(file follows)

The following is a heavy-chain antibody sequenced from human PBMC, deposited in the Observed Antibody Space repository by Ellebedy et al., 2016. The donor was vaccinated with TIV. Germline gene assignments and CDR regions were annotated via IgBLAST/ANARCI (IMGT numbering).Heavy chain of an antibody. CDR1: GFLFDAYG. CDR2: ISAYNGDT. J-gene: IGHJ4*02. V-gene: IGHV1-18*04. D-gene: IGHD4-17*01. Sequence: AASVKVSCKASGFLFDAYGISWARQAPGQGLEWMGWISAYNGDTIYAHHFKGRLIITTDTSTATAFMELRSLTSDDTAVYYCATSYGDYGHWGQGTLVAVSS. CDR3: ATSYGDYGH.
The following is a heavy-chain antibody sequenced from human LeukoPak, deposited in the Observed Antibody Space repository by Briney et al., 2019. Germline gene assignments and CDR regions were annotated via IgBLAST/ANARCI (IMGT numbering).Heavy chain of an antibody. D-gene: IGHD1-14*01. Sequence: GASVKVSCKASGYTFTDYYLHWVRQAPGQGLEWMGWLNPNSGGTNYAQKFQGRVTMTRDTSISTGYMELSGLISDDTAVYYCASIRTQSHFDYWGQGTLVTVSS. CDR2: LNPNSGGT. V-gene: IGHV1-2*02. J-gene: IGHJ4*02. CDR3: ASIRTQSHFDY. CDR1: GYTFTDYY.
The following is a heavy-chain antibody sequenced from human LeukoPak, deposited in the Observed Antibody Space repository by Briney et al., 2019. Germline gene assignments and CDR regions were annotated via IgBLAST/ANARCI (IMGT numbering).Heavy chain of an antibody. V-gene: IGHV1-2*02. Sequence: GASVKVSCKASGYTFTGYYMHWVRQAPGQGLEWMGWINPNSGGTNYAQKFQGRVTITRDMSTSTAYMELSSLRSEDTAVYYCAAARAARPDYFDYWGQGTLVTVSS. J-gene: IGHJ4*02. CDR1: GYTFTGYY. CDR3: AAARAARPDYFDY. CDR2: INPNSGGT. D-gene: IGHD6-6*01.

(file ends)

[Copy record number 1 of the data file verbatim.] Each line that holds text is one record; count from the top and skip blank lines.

The following is a heavy-chain antibody sequenced from human PBMC, deposited in the Observed Antibody Space repository by Ellebedy et al., 2016. The donor was vaccinated with TIV. Germline gene assignments and CDR regions were annotated via IgBLAST/ANARCI (IMGT numbering).Heavy chain of an antibody. CDR1: GFLFDAYG. CDR2: ISAYNGDT. J-gene: IGHJ4*02. V-gene: IGHV1-18*04. D-gene: IGHD4-17*01. Sequence: AASVKVSCKASGFLFDAYGISWARQAPGQGLEWMGWISAYNGDTIYAHHFKGRLIITTDTSTATAFMELRSLTSDDTAVYYCATSYGDYGHWGQGTLVAVSS. CDR3: ATSYGDYGH.